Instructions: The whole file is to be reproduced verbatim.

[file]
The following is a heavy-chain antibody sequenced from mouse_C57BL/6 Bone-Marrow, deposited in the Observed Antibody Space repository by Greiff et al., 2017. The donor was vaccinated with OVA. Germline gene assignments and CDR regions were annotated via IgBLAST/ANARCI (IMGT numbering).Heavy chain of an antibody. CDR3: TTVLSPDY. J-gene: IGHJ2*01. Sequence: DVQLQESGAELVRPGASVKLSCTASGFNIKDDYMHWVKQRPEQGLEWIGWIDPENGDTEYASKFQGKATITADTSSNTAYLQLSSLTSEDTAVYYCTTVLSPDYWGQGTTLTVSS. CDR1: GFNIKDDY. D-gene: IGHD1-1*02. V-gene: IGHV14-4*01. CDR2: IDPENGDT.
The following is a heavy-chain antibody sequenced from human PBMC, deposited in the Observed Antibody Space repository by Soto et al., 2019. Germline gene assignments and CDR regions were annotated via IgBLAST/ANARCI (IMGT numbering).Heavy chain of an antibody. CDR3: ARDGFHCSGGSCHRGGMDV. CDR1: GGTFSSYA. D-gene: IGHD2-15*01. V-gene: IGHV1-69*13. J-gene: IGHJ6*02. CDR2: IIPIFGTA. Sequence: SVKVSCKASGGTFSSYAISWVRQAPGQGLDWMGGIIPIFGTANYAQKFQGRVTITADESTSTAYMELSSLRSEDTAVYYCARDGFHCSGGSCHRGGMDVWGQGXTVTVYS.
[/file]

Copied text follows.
The following is a heavy-chain antibody sequenced from mouse_C57BL/6 Bone-Marrow, deposited in the Observed Antibody Space repository by Greiff et al., 2017. The donor was vaccinated with OVA. Germline gene assignments and CDR regions were annotated via IgBLAST/ANARCI (IMGT numbering).Heavy chain of an antibody. CDR3: TTVLSPDY. J-gene: IGHJ2*01. Sequence: DVQLQESGAELVRPGASVKLSCTASGFNIKDDYMHWVKQRPEQGLEWIGWIDPENGDTEYASKFQGKATITADTSSNTAYLQLSSLTSEDTAVYYCTTVLSPDYWGQGTTLTVSS. CDR1: GFNIKDDY. D-gene: IGHD1-1*02. V-gene: IGHV14-4*01. CDR2: IDPENGDT.
The following is a heavy-chain antibody sequenced from human PBMC, deposited in the Observed Antibody Space repository by Soto et al., 2019. Germline gene assignments and CDR regions were annotated via IgBLAST/ANARCI (IMGT numbering).Heavy chain of an antibody. CDR3: ARDGFHCSGGSCHRGGMDV. CDR1: GGTFSSYA. D-gene: IGHD2-15*01. V-gene: IGHV1-69*13. J-gene: IGHJ6*02. CDR2: IIPIFGTA. Sequence: SVKVSCKASGGTFSSYAISWVRQAPGQGLDWMGGIIPIFGTANYAQKFQGRVTITADESTSTAYMELSSLRSEDTAVYYCARDGFHCSGGSCHRGGMDVWGQGXTVTVYS.